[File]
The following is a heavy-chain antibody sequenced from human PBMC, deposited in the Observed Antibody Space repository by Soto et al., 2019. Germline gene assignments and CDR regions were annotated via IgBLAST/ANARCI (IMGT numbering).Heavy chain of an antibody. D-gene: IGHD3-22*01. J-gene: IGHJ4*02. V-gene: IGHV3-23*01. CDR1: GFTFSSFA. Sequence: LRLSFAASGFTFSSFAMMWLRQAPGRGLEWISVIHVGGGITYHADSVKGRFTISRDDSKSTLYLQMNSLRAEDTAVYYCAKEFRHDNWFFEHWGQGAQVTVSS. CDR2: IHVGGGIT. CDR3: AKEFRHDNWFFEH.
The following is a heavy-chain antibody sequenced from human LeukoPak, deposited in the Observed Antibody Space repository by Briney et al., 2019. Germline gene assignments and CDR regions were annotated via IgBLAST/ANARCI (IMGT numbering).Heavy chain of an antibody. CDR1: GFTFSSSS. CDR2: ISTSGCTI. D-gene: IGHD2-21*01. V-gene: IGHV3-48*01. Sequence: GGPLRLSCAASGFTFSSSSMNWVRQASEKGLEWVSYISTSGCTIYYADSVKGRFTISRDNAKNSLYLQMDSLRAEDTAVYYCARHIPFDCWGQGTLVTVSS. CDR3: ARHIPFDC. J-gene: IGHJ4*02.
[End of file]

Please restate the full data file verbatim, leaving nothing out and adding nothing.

The following is a heavy-chain antibody sequenced from human PBMC, deposited in the Observed Antibody Space repository by Soto et al., 2019. Germline gene assignments and CDR regions were annotated via IgBLAST/ANARCI (IMGT numbering).Heavy chain of an antibody. D-gene: IGHD3-22*01. J-gene: IGHJ4*02. V-gene: IGHV3-23*01. CDR1: GFTFSSFA. Sequence: LRLSFAASGFTFSSFAMMWLRQAPGRGLEWISVIHVGGGITYHADSVKGRFTISRDDSKSTLYLQMNSLRAEDTAVYYCAKEFRHDNWFFEHWGQGAQVTVSS. CDR2: IHVGGGIT. CDR3: AKEFRHDNWFFEH.
The following is a heavy-chain antibody sequenced from human LeukoPak, deposited in the Observed Antibody Space repository by Briney et al., 2019. Germline gene assignments and CDR regions were annotated via IgBLAST/ANARCI (IMGT numbering).Heavy chain of an antibody. CDR1: GFTFSSSS. CDR2: ISTSGCTI. D-gene: IGHD2-21*01. V-gene: IGHV3-48*01. Sequence: GGPLRLSCAASGFTFSSSSMNWVRQASEKGLEWVSYISTSGCTIYYADSVKGRFTISRDNAKNSLYLQMDSLRAEDTAVYYCARHIPFDCWGQGTLVTVSS. CDR3: ARHIPFDC. J-gene: IGHJ4*02.